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Should I have genetic testing?

You may choose to have genetic testing if you are concerned that you have an increased risk for having or getting a disease that has a genetic cause. The information you obtain from the tests may help you make decisions about your life. For example:

  • If tests show that you have an increased risk for passing on a disease to your child, you may choose to have more genetic testing while you are pregnant (prenatal testing). Or you may decide to adopt a child.
  • If tests show that you have an increased risk for developing a disease such as breast cancer, you may make decisions that help lower your risk of breast cancer.
  • You may feel reassured if the tests are normal.

You may decide to have a genetic test during pregnancy to find out whether your fetus has a disorder, such as Down syndrome. Information obtained from the test can help you decide how to manage your pregnancy.

Genetic testing can be used to find out the identity of a child's father (paternity). It can also be used in crime scene investigation.

What are the main types of genetic testing?

There are six main types of genetic testing:

  • Carrier identification camera.gif determines whether people who have a family history of a specific disease or who are in a group that has an increased chance for that disease are likely to pass on that disease to their children. Information obtained from this type of testing can help guide a couple as they make decisions about pregnancy.
  • Prenatal testing determines whether a fetus has a disorder, such as Down syndrome. Information gained from this type of testing can help guide decisions about how to manage a pregnancy, including the decision about whether to end the pregnancy.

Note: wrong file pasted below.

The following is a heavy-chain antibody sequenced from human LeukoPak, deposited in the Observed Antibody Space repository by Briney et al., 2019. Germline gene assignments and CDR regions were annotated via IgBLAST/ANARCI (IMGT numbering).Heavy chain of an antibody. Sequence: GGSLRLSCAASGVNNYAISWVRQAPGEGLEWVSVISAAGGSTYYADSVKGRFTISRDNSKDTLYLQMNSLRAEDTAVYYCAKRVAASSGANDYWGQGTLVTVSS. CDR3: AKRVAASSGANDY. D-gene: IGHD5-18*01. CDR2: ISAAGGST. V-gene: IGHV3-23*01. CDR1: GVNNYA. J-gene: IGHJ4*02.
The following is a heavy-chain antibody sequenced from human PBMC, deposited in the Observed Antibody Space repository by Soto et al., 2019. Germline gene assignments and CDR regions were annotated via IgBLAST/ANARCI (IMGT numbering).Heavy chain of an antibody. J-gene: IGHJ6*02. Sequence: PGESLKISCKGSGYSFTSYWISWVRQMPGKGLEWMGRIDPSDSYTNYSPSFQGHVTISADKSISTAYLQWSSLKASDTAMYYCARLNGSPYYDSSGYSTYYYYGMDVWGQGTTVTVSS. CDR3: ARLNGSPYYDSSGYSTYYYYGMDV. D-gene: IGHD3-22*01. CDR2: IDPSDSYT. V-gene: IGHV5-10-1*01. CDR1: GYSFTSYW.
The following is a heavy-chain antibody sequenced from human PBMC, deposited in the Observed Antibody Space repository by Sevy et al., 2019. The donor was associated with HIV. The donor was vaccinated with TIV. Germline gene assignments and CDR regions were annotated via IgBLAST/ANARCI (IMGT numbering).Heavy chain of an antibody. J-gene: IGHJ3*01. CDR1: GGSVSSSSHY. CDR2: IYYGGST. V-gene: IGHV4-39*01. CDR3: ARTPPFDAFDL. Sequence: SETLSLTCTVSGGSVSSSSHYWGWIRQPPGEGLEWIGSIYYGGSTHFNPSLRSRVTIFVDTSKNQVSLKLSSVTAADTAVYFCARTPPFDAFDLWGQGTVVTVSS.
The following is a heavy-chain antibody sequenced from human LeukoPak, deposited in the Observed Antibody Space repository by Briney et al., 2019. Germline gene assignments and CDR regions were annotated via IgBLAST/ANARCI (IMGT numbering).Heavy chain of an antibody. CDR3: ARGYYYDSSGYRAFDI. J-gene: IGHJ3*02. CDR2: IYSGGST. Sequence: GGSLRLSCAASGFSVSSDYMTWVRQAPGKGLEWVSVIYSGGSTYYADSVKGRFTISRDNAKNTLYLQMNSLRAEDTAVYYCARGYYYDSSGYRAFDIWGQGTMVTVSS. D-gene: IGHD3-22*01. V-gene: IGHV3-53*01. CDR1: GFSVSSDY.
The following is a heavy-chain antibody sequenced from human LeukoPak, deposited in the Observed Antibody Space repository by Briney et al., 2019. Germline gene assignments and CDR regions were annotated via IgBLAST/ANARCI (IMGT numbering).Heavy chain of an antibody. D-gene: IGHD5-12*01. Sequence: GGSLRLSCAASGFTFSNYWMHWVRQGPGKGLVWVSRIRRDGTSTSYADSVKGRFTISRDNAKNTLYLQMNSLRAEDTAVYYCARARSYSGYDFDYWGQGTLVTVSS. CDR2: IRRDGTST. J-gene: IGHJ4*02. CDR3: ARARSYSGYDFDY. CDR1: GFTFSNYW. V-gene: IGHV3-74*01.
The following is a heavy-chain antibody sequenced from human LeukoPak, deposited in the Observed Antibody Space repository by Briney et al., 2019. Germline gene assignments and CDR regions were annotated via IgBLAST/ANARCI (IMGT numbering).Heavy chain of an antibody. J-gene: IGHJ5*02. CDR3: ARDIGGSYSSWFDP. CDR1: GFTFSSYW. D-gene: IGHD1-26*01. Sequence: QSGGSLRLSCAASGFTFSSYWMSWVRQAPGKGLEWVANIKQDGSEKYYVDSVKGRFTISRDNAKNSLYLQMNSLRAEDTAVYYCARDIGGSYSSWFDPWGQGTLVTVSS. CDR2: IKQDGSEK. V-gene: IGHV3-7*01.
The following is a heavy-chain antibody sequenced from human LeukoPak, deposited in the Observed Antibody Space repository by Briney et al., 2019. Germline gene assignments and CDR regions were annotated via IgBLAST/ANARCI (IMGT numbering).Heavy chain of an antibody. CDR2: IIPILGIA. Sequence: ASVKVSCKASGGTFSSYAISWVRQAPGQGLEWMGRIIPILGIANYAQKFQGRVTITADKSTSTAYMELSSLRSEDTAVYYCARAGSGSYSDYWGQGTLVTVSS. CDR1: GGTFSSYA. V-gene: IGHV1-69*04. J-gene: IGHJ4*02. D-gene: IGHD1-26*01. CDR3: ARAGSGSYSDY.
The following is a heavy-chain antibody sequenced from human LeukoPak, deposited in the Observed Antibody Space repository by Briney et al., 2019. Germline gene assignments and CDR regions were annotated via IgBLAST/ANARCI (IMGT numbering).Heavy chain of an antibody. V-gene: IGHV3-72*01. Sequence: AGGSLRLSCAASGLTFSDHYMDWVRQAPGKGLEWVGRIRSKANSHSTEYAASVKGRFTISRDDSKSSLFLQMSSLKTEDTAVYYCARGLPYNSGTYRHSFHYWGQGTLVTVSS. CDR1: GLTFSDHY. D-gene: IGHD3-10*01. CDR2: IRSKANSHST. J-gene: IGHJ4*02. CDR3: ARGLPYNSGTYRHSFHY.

• Newborn screening checks for various metabolic diseases, such as phenylketonuria (PKU). Information obtained from newborn screening can help guide medical treatment to ensure the best possible outcome for the baby.
  • Late-onset disease testing determines whether you carry a genetic change that increases your risk for developing a disease, such as breast cancer or Huntington's disease, later in life. This might be of interest if you have a relative who has the disease. Information from this type of testing can help you make decisions about preventing or managing the disease.
  • Genetic identification (DNA fingerprinting) can be used to determine paternity, help solve crimes, and identify a body.
  • Compatibility testing looks at genetic markers to see if an organ for transplant is suitable for a person who needs it.
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WebMD Medical Reference from Healthwise

Last Updated: March 12, 2014
This information is not intended to replace the advice of a doctor. Healthwise disclaims any liability for the decisions you make based on this information.
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